When you have read my longer post defending my non-standard POV about how all perception ("Defending" by telling both why evolution would select for the mechanism I suggest and showing its "explanatory power" for more than a dozen facts that the accepted POV of most cognitive scientists either can not explain or make demonstrably false predictions about) I would welcome your comments. Until then, briefly, the main reasons why we differ are in what is "You" and to a lesser extent what is "consciousness."

    When I want to clearly distinguish between "you" (or "me" etc.) that are NOT my body (or even material things)* but my psychological self, I often put these words in quotes.
    * Don´t be mislead by this - I don´t propose we are some "spirit" etc. - I have a Ph.D. in physics and think these ideas about some non-material spirit are total without any foundation, except the hope that somehow "one" can continue to exist after the body is dead. I struggled with the problem of resolving the obvious conflict between free will and deterministic ruled by natural laws neurons for years, and finally gave up, but then found a solution while trying to understand how perception (just visual, but later generalized) was possible.

    For an analogy example: Consider a computer program- it is real and can have many physical embodiments (one of the first being holes punched in cards) but the program itself is non-material and yet can be controlling material things and actions without violation of physics. In my POV "I" am not a physical body, "I" and "my consciousness" are not material - they are information processes taking place, at times, primarily in the parietal section of my brain. I call this program running, mainly in parietal brain, the Real Time Simulation," RTS, - My longer post will supporting this POV with many facts but before I find link to it, I´ll answer Hansda´s post differently than you did. He asked:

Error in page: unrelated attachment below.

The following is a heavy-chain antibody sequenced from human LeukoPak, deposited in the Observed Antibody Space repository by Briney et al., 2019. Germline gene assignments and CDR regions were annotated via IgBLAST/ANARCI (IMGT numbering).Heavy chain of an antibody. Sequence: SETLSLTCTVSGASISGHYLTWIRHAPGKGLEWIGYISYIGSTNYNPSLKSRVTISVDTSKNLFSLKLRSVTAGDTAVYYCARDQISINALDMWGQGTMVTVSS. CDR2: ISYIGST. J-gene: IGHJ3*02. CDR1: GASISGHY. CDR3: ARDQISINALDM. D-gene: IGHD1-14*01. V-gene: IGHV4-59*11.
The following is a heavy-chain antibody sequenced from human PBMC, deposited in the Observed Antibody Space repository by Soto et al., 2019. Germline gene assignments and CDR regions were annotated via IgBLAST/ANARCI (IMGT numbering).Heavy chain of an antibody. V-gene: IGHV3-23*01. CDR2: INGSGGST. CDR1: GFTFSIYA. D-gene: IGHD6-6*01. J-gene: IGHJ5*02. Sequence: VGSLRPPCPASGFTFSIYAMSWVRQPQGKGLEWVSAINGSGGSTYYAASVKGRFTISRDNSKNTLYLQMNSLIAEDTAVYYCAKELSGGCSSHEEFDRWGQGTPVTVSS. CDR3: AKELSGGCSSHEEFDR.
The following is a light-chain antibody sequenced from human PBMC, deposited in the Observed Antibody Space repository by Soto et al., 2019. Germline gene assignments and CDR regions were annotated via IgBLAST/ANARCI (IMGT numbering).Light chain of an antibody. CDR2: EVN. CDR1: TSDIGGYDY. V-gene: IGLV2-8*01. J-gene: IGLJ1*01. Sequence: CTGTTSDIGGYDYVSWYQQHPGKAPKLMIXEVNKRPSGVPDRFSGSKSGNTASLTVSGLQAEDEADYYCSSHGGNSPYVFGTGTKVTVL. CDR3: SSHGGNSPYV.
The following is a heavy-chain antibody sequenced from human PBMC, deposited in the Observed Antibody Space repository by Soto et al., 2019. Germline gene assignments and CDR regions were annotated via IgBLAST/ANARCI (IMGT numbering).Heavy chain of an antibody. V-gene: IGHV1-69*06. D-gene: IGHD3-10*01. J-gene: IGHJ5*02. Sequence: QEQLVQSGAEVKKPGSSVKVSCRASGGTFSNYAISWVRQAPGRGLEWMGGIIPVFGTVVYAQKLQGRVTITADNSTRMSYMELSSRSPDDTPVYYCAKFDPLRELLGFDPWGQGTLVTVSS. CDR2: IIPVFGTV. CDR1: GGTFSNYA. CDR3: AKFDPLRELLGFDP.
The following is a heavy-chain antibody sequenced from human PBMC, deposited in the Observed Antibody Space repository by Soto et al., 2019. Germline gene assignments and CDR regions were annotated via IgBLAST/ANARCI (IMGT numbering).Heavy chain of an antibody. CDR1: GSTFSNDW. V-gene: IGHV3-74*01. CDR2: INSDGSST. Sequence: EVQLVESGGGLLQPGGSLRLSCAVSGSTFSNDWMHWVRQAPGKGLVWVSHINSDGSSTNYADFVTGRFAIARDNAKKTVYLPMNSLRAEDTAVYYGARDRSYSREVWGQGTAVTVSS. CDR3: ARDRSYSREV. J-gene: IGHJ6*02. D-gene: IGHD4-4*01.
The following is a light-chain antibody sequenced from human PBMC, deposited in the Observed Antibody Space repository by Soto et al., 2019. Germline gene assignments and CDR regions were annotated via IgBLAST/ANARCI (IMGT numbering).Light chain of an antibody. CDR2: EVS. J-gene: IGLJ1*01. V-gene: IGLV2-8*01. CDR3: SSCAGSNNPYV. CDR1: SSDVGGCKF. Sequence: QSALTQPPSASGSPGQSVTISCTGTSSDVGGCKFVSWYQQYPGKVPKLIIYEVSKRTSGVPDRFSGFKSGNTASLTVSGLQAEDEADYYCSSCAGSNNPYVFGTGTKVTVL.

(1) In your sleep, you are conscious or unconscious? & (2) In your sleep, you are alive or dead?

    On (1): "You" (defined above) are conscious in sleep when dreaming and unconscious other wise, although there is no sharp distinction as consciousness is not an "all or nothing" thing. I define "conscious" as when the brain is running the RTS. - More on the RTS in my longer post defending this "crackpot" POV. In dream state, consciousness is not strongly tied to sensory inputs (need not be as few actions are taken). If in the awake state, the RTS is deprived of almost all sensory inputs, it will "run on the noise" - hallucinate. -This "depravation" is done by having all but less than a pound of your weight supported by total emersion in body temp water with body constrained to be motionless on horizontal table in light less (black dark) chamber.

    On (2): Answer depends upon what you mean by the you in your question I made bold.
    If by that you, you mean your body, you are alive so long as the "sleep" is just that, instead of start of a process that will eventually decompose your body.
    If by that you, you mean what I mean by "you" then as stated in my answer to (1) sometimes conscious, and some times not. When "not" then "you" do not exist as the RTS program is not running in your parietal brain.
  15. Magical Realist Valued Senior Member

    "It has been suggested that consciousness is merely a side-effect of neuronal functions, an epiphenomenon of brain states. Libet's experiments are proffered in support of this theory; our reports of conscious instigation of our own acts are, in this view, a mistake of retrospection. However, some dualist philosophers have disputed this conclusion: